On Day 5, I watched the “original” Casino Royale, one of the unofficial Bond movies. Read below to see what I thought of the spoof.
Even before I began watching Casino Royale, I wondered to myself how I would make it relevant to the Bond canon as a whole, being that it’s not really a Bond movie in the traditional sense. At the same time, it suddenly occurred to me that I had assumed most contemporary audiences were incapable of spotting the inherent absurdity of these movies, which I now see as someone far removed from the era. Casino Royale showed me that, even back then, there were more than a few people who stopped to guffaw or scratch their heads during a Bond film, which basically reduced 007’s wild tales to something like the delusional ramblings of Baron Munchausen.
I thought the way they set up this film was pretty clever. The “original” James Bond, played by David Niven, is retired and living in a sprawling mansion surrounded by lions. He is visited by M and three other international spy representatives who have come to pull him out of retirement, because their existing agents are either dead or missing. Bond’s reply, at first, is simply to criticize the “current” 007 (i.e. Connery’s interpretation) for being a shameless womanizer who relies on ridiculous gadgets and leaves mass destruction in his wake. I happened to notice this telling scene took place at the 0:07 mark. Strategic timing, or mere coincidence?
That’s the only direct reference to the earlier Bond films that I can recall in Casino Royale, but the comedy is littered with subtle and not-so-subtle allusions to recurring Bond themes and plot conventions. The beautiful women (and yes, even here, they are all gorgeous), the amazing toys of Q branch, the nonsensical plot for world domination are all present, and stretched by hyperbole to an extent that only a spoof movie can. It almost worked for me, but some of the scenes are just so loony that they feel forced and unnecessary. I mean, early on, the movie is actually kind of intriguing, but in the end, everything devolves into an orgy of cowboys, seals, bubbles, Frankenstein’s monster, and Woody Allen belching animated clouds of gas. When a UFO resembling something out of Centipede showed up, I decided it was too much, even for me.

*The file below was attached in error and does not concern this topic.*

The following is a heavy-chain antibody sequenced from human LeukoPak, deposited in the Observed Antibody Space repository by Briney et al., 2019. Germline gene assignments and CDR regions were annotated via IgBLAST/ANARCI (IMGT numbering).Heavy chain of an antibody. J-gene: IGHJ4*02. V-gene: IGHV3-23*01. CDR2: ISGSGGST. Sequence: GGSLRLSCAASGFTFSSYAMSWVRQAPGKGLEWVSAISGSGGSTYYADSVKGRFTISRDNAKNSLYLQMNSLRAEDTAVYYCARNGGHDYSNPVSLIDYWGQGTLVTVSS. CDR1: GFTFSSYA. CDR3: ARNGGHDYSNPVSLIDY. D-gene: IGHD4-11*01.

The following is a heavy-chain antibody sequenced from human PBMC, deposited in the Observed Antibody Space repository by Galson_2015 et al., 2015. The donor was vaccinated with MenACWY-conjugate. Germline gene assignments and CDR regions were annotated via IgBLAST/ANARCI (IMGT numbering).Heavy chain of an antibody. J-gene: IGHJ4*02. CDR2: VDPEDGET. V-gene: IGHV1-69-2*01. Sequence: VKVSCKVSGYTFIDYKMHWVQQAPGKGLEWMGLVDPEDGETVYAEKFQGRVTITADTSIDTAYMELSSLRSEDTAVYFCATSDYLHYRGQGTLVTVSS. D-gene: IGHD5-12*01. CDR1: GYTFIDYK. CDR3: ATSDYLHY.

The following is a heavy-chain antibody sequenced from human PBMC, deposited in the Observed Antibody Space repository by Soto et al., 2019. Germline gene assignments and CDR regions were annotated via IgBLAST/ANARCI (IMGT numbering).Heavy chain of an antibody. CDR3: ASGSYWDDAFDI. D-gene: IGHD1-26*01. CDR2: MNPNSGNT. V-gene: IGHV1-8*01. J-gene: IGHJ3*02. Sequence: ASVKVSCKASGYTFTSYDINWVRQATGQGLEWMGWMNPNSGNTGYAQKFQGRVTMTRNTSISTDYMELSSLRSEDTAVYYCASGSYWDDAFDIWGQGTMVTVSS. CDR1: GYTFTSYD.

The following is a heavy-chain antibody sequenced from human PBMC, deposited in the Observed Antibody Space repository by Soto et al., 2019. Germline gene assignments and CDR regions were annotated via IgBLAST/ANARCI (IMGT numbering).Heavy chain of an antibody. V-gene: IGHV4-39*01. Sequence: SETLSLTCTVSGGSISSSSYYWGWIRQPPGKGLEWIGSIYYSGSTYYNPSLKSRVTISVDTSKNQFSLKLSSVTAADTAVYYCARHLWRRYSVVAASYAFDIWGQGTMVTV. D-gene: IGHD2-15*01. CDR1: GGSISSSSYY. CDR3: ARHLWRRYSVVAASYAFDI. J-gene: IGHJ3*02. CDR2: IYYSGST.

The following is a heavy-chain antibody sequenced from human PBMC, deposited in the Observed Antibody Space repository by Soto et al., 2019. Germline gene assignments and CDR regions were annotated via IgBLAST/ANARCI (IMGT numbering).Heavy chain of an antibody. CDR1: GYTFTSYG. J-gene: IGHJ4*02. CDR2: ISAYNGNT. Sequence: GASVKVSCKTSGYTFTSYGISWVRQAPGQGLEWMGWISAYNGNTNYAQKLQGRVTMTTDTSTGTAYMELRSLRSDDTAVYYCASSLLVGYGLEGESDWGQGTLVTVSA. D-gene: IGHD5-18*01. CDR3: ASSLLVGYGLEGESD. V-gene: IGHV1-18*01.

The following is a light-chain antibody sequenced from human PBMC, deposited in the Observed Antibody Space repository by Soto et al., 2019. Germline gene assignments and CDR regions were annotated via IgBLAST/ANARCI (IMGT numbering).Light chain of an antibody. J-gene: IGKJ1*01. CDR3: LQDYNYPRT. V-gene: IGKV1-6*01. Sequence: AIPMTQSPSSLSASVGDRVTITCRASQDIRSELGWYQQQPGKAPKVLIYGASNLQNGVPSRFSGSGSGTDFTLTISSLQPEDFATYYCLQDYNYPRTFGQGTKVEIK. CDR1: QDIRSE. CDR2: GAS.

Now, let’s talk about the star power involved here. David Niven, of course, plays the original James Bond who trains up a handful of new 007s, one of whom is Peter Sellers. Throw in a young Woody Allen, Orson Welles, Deborah Kerr, John Huston as M, and cameos from the likes of Peter O’Toole and Jean Paul Belmondo, among others, and all I have to say is wow! Part of me felt like their involvement in the project was their way of saying, “I can’t believe you people buy into this crap.” Even Ursula Andress shows up in a prominent role as a smarter, less Nell-like Bond girl, so to speak, almost as if she wanted to prove she wasn’t really the idiot she portrayed as Honey Ryder in Dr. No.
I’ve never really been a huge fan of parodies like this, but there’s something a little classier about the older ones. Yes, Casino Royale did occasionally stumble into “unwatchable” territory for me, but when the jokes were based in clever, witty dialogue, as opposed to ineffective slapstick, I thought they worked pretty well. It was never bladder-busting, but it wasn’t terrible either. Frankly, I was enjoying the normal Bond films so much that I’m actually looking forward to leaving this behind and moving on to You Only Live Twice.
Favorite line: “I’m beginning to think you’re a trifle neurotic.” Peter Sellers, master of the obvious, says this to Woody Allen.
Favorite moment: At one point, a lackey standing in a telephone booth located on the western side of the Berlin Wall is blown to bits, taking a portion of the wall with him. Immediately dozens of East German refugees come pouring through the gap.